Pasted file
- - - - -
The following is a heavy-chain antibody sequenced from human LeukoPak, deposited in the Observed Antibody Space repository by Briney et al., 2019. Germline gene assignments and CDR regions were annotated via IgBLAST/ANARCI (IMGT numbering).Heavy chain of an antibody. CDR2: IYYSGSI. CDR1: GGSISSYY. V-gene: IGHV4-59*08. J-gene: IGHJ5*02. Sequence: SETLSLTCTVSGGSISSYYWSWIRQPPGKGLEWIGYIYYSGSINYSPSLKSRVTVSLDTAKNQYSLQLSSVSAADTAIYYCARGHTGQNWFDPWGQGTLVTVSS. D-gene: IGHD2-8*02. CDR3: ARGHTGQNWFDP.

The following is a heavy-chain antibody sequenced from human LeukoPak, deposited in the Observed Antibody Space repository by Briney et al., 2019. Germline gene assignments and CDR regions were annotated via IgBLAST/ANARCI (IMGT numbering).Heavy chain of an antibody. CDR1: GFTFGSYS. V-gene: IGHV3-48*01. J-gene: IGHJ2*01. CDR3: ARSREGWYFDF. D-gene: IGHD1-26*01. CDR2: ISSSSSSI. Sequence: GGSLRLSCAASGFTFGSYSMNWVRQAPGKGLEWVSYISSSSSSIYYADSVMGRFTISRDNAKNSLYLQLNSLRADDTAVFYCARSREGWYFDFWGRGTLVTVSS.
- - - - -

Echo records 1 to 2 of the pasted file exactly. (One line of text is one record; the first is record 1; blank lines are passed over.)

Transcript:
The following is a heavy-chain antibody sequenced from human LeukoPak, deposited in the Observed Antibody Space repository by Briney et al., 2019. Germline gene assignments and CDR regions were annotated via IgBLAST/ANARCI (IMGT numbering).Heavy chain of an antibody. CDR2: IYYSGSI. CDR1: GGSISSYY. V-gene: IGHV4-59*08. J-gene: IGHJ5*02. Sequence: SETLSLTCTVSGGSISSYYWSWIRQPPGKGLEWIGYIYYSGSINYSPSLKSRVTVSLDTAKNQYSLQLSSVSAADTAIYYCARGHTGQNWFDPWGQGTLVTVSS. D-gene: IGHD2-8*02. CDR3: ARGHTGQNWFDP.

The following is a heavy-chain antibody sequenced from human LeukoPak, deposited in the Observed Antibody Space repository by Briney et al., 2019. Germline gene assignments and CDR regions were annotated via IgBLAST/ANARCI (IMGT numbering).Heavy chain of an antibody. CDR1: GFTFGSYS. V-gene: IGHV3-48*01. J-gene: IGHJ2*01. CDR3: ARSREGWYFDF. D-gene: IGHD1-26*01. CDR2: ISSSSSSI. Sequence: GGSLRLSCAASGFTFGSYSMNWVRQAPGKGLEWVSYISSSSSSIYYADSVMGRFTISRDNAKNSLYLQLNSLRADDTAVFYCARSREGWYFDFWGRGTLVTVSS.